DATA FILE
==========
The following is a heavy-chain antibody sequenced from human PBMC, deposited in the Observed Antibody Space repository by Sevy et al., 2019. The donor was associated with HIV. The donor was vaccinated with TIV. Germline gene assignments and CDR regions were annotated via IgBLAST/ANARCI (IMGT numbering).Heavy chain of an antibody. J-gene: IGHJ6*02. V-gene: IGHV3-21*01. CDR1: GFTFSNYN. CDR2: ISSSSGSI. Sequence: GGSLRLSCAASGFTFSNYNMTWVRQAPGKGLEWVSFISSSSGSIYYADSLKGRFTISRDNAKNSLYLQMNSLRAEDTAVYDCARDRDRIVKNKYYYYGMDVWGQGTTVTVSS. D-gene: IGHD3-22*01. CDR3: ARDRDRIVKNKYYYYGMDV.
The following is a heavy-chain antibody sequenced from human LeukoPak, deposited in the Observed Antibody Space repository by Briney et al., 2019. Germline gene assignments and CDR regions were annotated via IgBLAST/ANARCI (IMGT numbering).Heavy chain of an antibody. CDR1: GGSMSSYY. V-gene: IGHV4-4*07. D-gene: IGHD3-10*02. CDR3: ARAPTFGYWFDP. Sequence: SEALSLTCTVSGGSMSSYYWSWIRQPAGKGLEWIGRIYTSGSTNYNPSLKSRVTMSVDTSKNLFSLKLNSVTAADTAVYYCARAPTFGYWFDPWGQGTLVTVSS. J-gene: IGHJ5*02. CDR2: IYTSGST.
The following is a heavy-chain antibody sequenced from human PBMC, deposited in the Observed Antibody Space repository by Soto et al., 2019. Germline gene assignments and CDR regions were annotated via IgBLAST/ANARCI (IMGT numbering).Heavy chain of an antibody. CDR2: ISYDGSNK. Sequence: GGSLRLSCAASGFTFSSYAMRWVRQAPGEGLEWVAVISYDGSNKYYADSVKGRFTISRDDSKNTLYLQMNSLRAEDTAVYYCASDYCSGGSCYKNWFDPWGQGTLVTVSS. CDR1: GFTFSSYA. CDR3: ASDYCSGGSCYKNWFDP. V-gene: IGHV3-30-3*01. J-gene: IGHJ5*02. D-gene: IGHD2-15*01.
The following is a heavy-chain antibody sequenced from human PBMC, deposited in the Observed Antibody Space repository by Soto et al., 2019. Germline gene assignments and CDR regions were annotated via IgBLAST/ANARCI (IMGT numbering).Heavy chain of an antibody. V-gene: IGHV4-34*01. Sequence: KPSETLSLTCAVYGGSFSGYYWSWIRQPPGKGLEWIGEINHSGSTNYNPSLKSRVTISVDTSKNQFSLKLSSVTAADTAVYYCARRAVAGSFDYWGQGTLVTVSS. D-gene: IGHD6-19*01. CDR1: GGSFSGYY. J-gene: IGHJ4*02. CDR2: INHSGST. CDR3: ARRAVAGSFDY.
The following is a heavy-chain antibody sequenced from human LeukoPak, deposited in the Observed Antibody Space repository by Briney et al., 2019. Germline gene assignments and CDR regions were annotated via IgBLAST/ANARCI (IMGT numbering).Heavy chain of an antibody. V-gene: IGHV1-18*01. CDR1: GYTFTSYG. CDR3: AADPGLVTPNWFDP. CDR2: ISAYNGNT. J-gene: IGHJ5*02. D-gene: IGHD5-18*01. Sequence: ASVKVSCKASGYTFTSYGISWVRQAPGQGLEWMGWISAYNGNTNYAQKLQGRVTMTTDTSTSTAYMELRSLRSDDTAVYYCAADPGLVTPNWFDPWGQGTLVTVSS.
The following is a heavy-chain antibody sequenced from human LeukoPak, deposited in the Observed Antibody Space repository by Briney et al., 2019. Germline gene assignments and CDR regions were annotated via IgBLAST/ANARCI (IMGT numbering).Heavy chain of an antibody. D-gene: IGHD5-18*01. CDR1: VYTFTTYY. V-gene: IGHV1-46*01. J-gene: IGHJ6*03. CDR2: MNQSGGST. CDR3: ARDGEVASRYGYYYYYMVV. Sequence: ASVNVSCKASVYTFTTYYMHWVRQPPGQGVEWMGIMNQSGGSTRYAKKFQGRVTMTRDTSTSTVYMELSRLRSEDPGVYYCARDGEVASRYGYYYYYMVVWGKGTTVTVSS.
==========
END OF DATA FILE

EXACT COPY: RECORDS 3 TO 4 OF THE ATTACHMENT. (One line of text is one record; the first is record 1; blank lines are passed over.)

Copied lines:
The following is a heavy-chain antibody sequenced from human PBMC, deposited in the Observed Antibody Space repository by Soto et al., 2019. Germline gene assignments and CDR regions were annotated via IgBLAST/ANARCI (IMGT numbering).Heavy chain of an antibody. CDR2: ISYDGSNK. Sequence: GGSLRLSCAASGFTFSSYAMRWVRQAPGEGLEWVAVISYDGSNKYYADSVKGRFTISRDDSKNTLYLQMNSLRAEDTAVYYCASDYCSGGSCYKNWFDPWGQGTLVTVSS. CDR1: GFTFSSYA. CDR3: ASDYCSGGSCYKNWFDP. V-gene: IGHV3-30-3*01. J-gene: IGHJ5*02. D-gene: IGHD2-15*01.
The following is a heavy-chain antibody sequenced from human PBMC, deposited in the Observed Antibody Space repository by Soto et al., 2019. Germline gene assignments and CDR regions were annotated via IgBLAST/ANARCI (IMGT numbering).Heavy chain of an antibody. V-gene: IGHV4-34*01. Sequence: KPSETLSLTCAVYGGSFSGYYWSWIRQPPGKGLEWIGEINHSGSTNYNPSLKSRVTISVDTSKNQFSLKLSSVTAADTAVYYCARRAVAGSFDYWGQGTLVTVSS. D-gene: IGHD6-19*01. CDR1: GGSFSGYY. J-gene: IGHJ4*02. CDR2: INHSGST. CDR3: ARRAVAGSFDY.